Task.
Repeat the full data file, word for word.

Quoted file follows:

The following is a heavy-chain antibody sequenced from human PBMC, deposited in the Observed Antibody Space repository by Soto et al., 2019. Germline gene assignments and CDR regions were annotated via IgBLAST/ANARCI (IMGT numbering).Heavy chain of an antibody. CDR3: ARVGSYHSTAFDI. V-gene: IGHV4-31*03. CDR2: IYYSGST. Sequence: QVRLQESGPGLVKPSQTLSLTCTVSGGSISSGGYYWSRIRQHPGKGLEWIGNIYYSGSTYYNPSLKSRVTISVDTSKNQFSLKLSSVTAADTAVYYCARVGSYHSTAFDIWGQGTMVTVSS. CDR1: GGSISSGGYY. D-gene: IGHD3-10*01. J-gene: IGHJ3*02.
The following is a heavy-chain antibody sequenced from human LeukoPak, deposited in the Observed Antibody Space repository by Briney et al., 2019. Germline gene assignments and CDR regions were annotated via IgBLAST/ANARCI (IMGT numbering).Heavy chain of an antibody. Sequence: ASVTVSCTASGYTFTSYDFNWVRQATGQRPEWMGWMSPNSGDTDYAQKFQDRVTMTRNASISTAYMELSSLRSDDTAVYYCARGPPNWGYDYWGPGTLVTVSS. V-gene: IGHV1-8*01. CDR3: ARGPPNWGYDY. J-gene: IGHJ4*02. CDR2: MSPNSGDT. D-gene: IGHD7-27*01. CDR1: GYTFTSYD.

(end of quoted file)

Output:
The following is a heavy-chain antibody sequenced from human PBMC, deposited in the Observed Antibody Space repository by Soto et al., 2019. Germline gene assignments and CDR regions were annotated via IgBLAST/ANARCI (IMGT numbering).Heavy chain of an antibody. CDR3: ARVGSYHSTAFDI. V-gene: IGHV4-31*03. CDR2: IYYSGST. Sequence: QVRLQESGPGLVKPSQTLSLTCTVSGGSISSGGYYWSRIRQHPGKGLEWIGNIYYSGSTYYNPSLKSRVTISVDTSKNQFSLKLSSVTAADTAVYYCARVGSYHSTAFDIWGQGTMVTVSS. CDR1: GGSISSGGYY. D-gene: IGHD3-10*01. J-gene: IGHJ3*02.
The following is a heavy-chain antibody sequenced from human LeukoPak, deposited in the Observed Antibody Space repository by Briney et al., 2019. Germline gene assignments and CDR regions were annotated via IgBLAST/ANARCI (IMGT numbering).Heavy chain of an antibody. Sequence: ASVTVSCTASGYTFTSYDFNWVRQATGQRPEWMGWMSPNSGDTDYAQKFQDRVTMTRNASISTAYMELSSLRSDDTAVYYCARGPPNWGYDYWGPGTLVTVSS. V-gene: IGHV1-8*01. CDR3: ARGPPNWGYDY. J-gene: IGHJ4*02. CDR2: MSPNSGDT. D-gene: IGHD7-27*01. CDR1: GYTFTSYD.